Monday, December 14, 2009

Day 94: Of Rituals And Traditions

Much of my art includes the idea of rituals and traditions. I don't know if the love of them stems from their capacity for transformation, or the way that they become the mythologies of your life. Yesterday was the performance of a 5th annual tradition, the finding, cutting down, and decorationg of the Carmody's tree. My friend Brenna is a Rhode Island native, and for five years now she has had myself and Annie and Angela and assorted friends over to contribute to her family's christmas tradition.

For now I only have one picture of this years event stolen from friend Maggie's math blog

My recounting of the tradition is as follows:

It is cold. We're all wearing our coats and scarves crunching through needles and old snow. This tree is too sparse on one side, the other too lean, the other too crooked. We search and search. When we find a seemingly befitting one, we present it for Brenna's examination. She is an expert. Finally one meets satisfaction. We have found the perfect tree, full and fat and tall and glorious.

We gleefully take a saw to it, taking turns cutting through its bark, our faces buried in it's sweet smelling spines. A creak, a sound of weakening, a swift kick and the tree tumbles. We heft it with our awkward grips and carry it to be wrapped and priced. It is an awkward thing, strapping a christmas tree to the roof of a car. Thankfully it is only a short trip from the tree farm to Brenna's parent's house. All of us crammed in, the dog sits on Brenna's lap.

Once we get the tree inside, I proceed to eat all the clementines in sight to the surprise, and perhaps amazement, of the Carmody parents. Annie is selecting Christmas music to play.

We put the tree in its stand and proceed to straighten it, people on all sides commenting . Then we tether the tree. This was a hard learned lesson as we watched it crashing down in slow motion one year, ornaments scattered, and thankfully very few broken.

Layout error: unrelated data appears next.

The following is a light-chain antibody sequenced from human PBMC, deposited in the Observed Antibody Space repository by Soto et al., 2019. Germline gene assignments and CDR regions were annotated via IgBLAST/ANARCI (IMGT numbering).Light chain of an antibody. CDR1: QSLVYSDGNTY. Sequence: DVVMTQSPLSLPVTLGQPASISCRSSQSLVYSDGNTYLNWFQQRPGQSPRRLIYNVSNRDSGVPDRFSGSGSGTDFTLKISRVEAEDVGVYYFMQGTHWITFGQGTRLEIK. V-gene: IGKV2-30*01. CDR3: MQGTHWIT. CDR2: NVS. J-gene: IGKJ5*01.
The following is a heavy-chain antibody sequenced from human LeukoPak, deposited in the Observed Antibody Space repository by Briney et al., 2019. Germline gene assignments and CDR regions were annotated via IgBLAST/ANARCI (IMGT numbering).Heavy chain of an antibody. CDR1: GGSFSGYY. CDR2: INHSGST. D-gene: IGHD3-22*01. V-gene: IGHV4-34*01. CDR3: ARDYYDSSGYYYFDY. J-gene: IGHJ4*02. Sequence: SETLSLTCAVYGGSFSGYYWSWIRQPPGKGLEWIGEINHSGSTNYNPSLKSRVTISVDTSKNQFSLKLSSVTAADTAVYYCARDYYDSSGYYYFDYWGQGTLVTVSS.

We decorate. There is an art to the draping of lights. It is a sacred art. Next come the boxes and boxes of ornaments. Each ornament is wrapped in tissue paper. Each ornament is loved. We have recited its history, its origin, its significance.

As the last few ornaments go on, we must hunt for a place to put them. The tree is full and glorious. Perhaps a few branches bend with the weight of the fruit we have given it. Still, we regret that there are no more ornaments. Brenna's mom instead provides us with cookies, they are plain and white and sweet.

She lays out in neat rows on the dinner table bowls of colored frosting, sprinkles, gumdrops, colored sugar. Everything in neat rows, everything ready. We smother the cookies until they drip frosting, we stack them with sprinkles and gumdrops until they become unwieldily towers of sugar. We show each one to her parents. "yes very beautiful Annie!" "Geddes that cookie is collapsing!". Angela's are always the most edible. The cookies are laid out on plates. Now we don't want to eat them. Well maybe a little.

The table is cleared. The bowls of frosting and sugar removed, and replaced with bowls of delicious steaming good smelling food. All elegant and mouthwatering. There are always mashed potatoes. We eat and laugh and smile. By the time we are done, and we must return home, we must roll out of our chairs and down the hall, balancing our plates of cookies.

With smiles and hugs and warmth we load into Brenna's car and return to the city.

1 comment:

  1. What a lovely retelling of traditions shared. Thank you for your story.